I’ve been reading some of the writings of Patrick Heron, an artist who suffered somewhat from his extreme eloquence as a writer. He certainly has me beat, and I know what he was up against, because his writing didn’t help the reception of his work. Yet like me everything he had to say came from experience, not a theoretical bone in his body. I’m particularly struck by a piece on the late work of Picasso, the last ten years. This was the art that inspired me the most at the very beginning; I loved it, and really did not agree with the standard American take, which was that it was shamefully bad. There was a flurry of interest in the wake of “bad” painting and the neo-expressionism of the 80s, but there really is no connection between late Picasso and anything that’s happened since De Kooning’s hilarious portrait of Fiorello LaGuardia. There is an affinity there for sure. Anyway, Heron’s article is so compelling I would have to quote pages. He takes me back to the days when I thought a musketeer by Picasso was the best painting ever, and makes the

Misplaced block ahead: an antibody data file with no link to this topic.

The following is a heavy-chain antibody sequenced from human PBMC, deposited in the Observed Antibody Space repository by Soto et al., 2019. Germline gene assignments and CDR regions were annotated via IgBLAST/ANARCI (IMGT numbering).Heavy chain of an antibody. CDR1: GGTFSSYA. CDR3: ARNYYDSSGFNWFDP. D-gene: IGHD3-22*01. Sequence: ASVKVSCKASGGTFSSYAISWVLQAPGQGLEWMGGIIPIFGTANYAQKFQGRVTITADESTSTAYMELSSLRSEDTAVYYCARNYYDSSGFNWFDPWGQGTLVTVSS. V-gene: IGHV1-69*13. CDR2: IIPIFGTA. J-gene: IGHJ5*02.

necessary point that reproductions are just not adequate. When I eventually saw one in person it was in fact a big disappointment, but I kept faith, despite the evidence, and many years later was very happy to see some very good ones. One recently shown in Toronto was much much better than I ever thought from the photograph, attached below. It’s quality can be felt, but I don’t feel a need to explain it, not least because Heron has already done a good enough job. Among other things he shows me the value of Picasso’s extreme abbreviation of form, which I never really understood. And for an abstractionist flags the most important thing—his beautiful clear, strong, vivid, indestructible sense of reality.